IW:   My practice now, is I see women for gynecologic  concerns, supportive pregnancy care, and for fertility. Women who are having issues trying to conceive, and having concerns about it, or not being able to conceive. I see them for an integrative way of looking at what’s going on, both gynecologically, and with birth and conception. 

JW:  Tell me what an integrative process is.

IW:   I look at what’s going on in their life, and what their belief systems are, how they grew up, what they believe about birth and their bodies, and what’s happened in their bodies through their years. I review their gynecologic history, their history with their partners, and their histories with themselves. How do they honor themselves, and do they love and have compassion for themselves? And just where are they in all of that?

So, a lot of the work that I do is really psychological. It’s emotional work, and looking at their connection to their parents, and to their mom, and what mothering meant to them, and what their mom meant to them, and what their relationship was. We talk about what being a mother means to them, what are their fears and hopes. It’s a lot of looking at the relational work. So, it’s a different way of kind of addressing fertility. And then there’s the physical aspect of fertility, a lot of discussion around diet, exercise, nutrient and herbal supports and lifestyle changes.

JW:  So, you do use herbs?

IW:   Oh, yes, I use herbs, vitamins, homeopathy, flower essences.

JW:  Having gone through infertility myself, I wonder what were the herbs? What are some of them, I should say?

IW:   It depends on the woman themselves and what their hormonal picture is. But, for example, red clover is a really good herb for women’s health. It really depends on the particular woman, what’s going on with her, what herbs I might recommend. Different ones for different people. If someone’s very anxious, I might recommend L-theanine, for instance. Or if someone’s very depressed, I might work with Bach flower essences, which are very subtle, energetic essences of flowers that have effects on the emotional body. So, it depends on each woman’s presentation, and what she is comfortable with, what I would recommend.

JW:  And you plan to continue to do this, it sounds like. You’re not retiring.

IW:   I’m not retiring, no. I’m really happy with the practice. My practice is gynecology, as well as the alternative healing methods available (energy medicine, sound healing with Tibetan bowls, shamanic sessions)…working with women’s health and whatever is coming up for them that I can offer that can be supportive to wholeness. Often, it can be just compassionate listening.

JW:  And do you have colleagues that are doing some of the same stuff that you communicate with?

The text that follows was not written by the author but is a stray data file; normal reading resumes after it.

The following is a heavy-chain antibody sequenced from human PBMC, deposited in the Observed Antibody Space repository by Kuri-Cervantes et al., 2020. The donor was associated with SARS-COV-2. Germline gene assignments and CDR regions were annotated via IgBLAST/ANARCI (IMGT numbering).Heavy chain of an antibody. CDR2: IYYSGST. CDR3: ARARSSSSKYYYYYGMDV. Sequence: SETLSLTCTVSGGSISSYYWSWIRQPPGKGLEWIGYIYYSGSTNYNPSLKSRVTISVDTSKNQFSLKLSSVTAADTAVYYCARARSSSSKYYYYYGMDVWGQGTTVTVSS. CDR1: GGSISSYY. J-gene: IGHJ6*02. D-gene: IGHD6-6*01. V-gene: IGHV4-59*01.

IW:   Not a lot, but I have a few, and the physician that I work with is oriented towards alternatives as well, so that really helps a lot.

JW:  I didn’t realize you worked with a physician. When needed, I guess.

IW:   Yes. I have my own practice in my own office, so I’m separate, but I can call her anytime, and she’s wonderful and very supportive.

JW:  Well, would you like to add anything at this point?

IW:   The only thing I was thinking about, was very early on in my career when I was just a brand-new nurse in Philadelphia, they had a clinic that I think was called HELP, and it was a free clinic. It was for men and for women. And I remember working in that clinic and thinking it was a real eye opener for what women needed in health care that was not being offered. It was a style of health care that was just full of humanity and compassion. I felt like it really was a wonderful way to look at healthcare, and it definitely started me off on a good track.

JW:  That was shortly after you finished nursing school?

IW:   It was. It was very soon after nursing school.

JW:  That was fabulous that you landed there.

IW:   It was. It was kismet, you know? And it really informed my understanding of what healthcare should and can be.

JW:  So, tell me what kinds of things you saw women not getting. And this we’re talking in the late 60s, right?

IW:   In the late 60s, yes. Women were not given voice much, and often felt unheard, particularly in healthcare. Physicians would examine them, and know what they believed was needed, but women weren’t included much in decision making about their own bodies. And it was a very physical orientation without much credence given to the emotional, mental (or other aspects) of what may contribute to good health

JW:  We’re still saying trust women, and we’re not quite there, but I appreciate what you’ve done to move us in that direction.

IW:   And women need to understand that they should and can trust themselves. No one knows better than us what we need, and who we are, and what comes from within. So really helping women to empower them to trust their own being and their own selves, their own thoughts and understandings that seems to be the really missing piece.